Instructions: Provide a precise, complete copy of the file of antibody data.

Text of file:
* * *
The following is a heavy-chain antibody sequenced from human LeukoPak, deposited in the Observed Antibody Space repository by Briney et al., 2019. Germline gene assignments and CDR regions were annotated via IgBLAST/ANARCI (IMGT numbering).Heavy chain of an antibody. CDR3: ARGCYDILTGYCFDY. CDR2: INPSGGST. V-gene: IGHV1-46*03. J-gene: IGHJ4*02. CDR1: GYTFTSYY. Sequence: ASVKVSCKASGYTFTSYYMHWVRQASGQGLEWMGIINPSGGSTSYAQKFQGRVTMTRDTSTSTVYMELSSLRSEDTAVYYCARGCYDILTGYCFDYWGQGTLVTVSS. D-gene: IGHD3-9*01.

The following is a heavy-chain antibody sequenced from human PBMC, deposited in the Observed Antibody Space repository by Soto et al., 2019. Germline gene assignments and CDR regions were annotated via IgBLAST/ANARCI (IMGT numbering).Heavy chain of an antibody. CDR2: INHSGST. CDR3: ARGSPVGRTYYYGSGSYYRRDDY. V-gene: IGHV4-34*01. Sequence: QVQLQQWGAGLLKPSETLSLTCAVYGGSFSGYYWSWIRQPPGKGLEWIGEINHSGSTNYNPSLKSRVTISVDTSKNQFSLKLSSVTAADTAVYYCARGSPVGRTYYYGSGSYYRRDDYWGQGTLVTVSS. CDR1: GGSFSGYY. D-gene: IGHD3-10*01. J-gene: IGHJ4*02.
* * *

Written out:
The following is a heavy-chain antibody sequenced from human LeukoPak, deposited in the Observed Antibody Space repository by Briney et al., 2019. Germline gene assignments and CDR regions were annotated via IgBLAST/ANARCI (IMGT numbering).Heavy chain of an antibody. CDR3: ARGCYDILTGYCFDY. CDR2: INPSGGST. V-gene: IGHV1-46*03. J-gene: IGHJ4*02. CDR1: GYTFTSYY. Sequence: ASVKVSCKASGYTFTSYYMHWVRQASGQGLEWMGIINPSGGSTSYAQKFQGRVTMTRDTSTSTVYMELSSLRSEDTAVYYCARGCYDILTGYCFDYWGQGTLVTVSS. D-gene: IGHD3-9*01.

The following is a heavy-chain antibody sequenced from human PBMC, deposited in the Observed Antibody Space repository by Soto et al., 2019. Germline gene assignments and CDR regions were annotated via IgBLAST/ANARCI (IMGT numbering).Heavy chain of an antibody. CDR2: INHSGST. CDR3: ARGSPVGRTYYYGSGSYYRRDDY. V-gene: IGHV4-34*01. Sequence: QVQLQQWGAGLLKPSETLSLTCAVYGGSFSGYYWSWIRQPPGKGLEWIGEINHSGSTNYNPSLKSRVTISVDTSKNQFSLKLSSVTAADTAVYYCARGSPVGRTYYYGSGSYYRRDDYWGQGTLVTVSS. CDR1: GGSFSGYY. D-gene: IGHD3-10*01. J-gene: IGHJ4*02.